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Prepare for haunted horror cliches centred on a possessed porcelain plaything.
By Sarah Ward
October 13, 2014
By Sarah Ward
October 13, 2014

Annabelle opens with unnecessary intertitles, advising that dolls are liked by children and collectors, and used in occult rituals. Next, the spin-off from The Conjuring links to its predecessor, revisiting that feature's introductory snippet of three housemates quivering in fear over a frightening figurine. So far, so standard — and so it continues in the same obvious, uninteresting vein. The scene is set for haunted horror cliches centred on a possessed porcelain plaything, sans punch or personality.

A year prior, doctor-in-training John (Ward Horton) bought it to complete the antique collection of his pregnant wife, Mia (Annabelle Wallis). When murderous satanic cultists break into their Santa Monica home, it is the doll they covet, leaving it splattered in blood. Strange things soon start happening around the house, but moving to a Pasadena apartment doesn't solve their problems. Even throwing Annabelle away proves pointless, while seeking the assistance of a friendly bookstore owner (Alfre Woodard) and local priest (Tony Amendola) just immerses others in their supernatural troubles.

As things go bump in the night, lights flicker and doors slam, Annabelle doesn't deviate from run-of-the-mill scares, employing the same techniques as its predecessor. What's missing is subtlety and suspense, with everything telegraphed so far in advance that eliciting genuine jumps becomes impossible. The usual inexplicably moving items are handled well enough, though the same can't be said for cheap-looking CGI as demonic forces manifest. Lingering shots of the titular toy benefit from slow panning and zooming; however, simply staring at something isn't particularly terrifying.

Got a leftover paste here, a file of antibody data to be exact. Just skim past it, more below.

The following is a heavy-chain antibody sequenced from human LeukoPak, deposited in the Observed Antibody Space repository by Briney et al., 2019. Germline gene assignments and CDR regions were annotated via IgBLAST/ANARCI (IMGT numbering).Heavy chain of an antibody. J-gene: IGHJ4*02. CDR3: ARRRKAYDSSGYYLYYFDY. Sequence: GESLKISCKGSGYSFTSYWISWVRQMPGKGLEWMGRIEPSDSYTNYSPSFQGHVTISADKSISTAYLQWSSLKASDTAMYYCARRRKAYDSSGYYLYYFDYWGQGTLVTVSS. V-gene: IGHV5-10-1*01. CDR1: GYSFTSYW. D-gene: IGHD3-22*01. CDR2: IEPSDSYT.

The Conjuring isn't the only film cinematographer-turned-director John R. Leonetti unsuccessfully attempts to imitate — and sadly, it isn't Child's Play's off-kilter chaos he evokes, either. Though the movie's central mother gives birth early, the idea of her home alone, afraid and exercising her maternal protective instincts recalls Rosemary's Baby, albeit dulled and dumbed down, not to mention plagued by highly questionable character decisions. When Annabelle resurfaces from the trash, wouldn't disposing of her again be the clear option? Sure, the feature would be over, but so would its patchy pastiche of poorly rendered tropes.

Leads Horton and Wallis do little to lift B-movie writer Gary Dauberman's script, their wooden reading of equally stilted dialogue giving the film a TV movie-of-the-week flavour. As they talk about ignoring the bizarre occurrences because they've moved their clothes, furniture and good memories to their new apartment and should keep playing happy families, it's hard not to laugh, particularly with nothing remotely spooky offered as distraction.

Making a bad horror film is forgivable; making a bland one, less so. Where Annabelle best succeeds is in enthusing audiences for next year's The Conjuring sequel, hopefully a blatant departure from this and the proper follow-up the series deserves.

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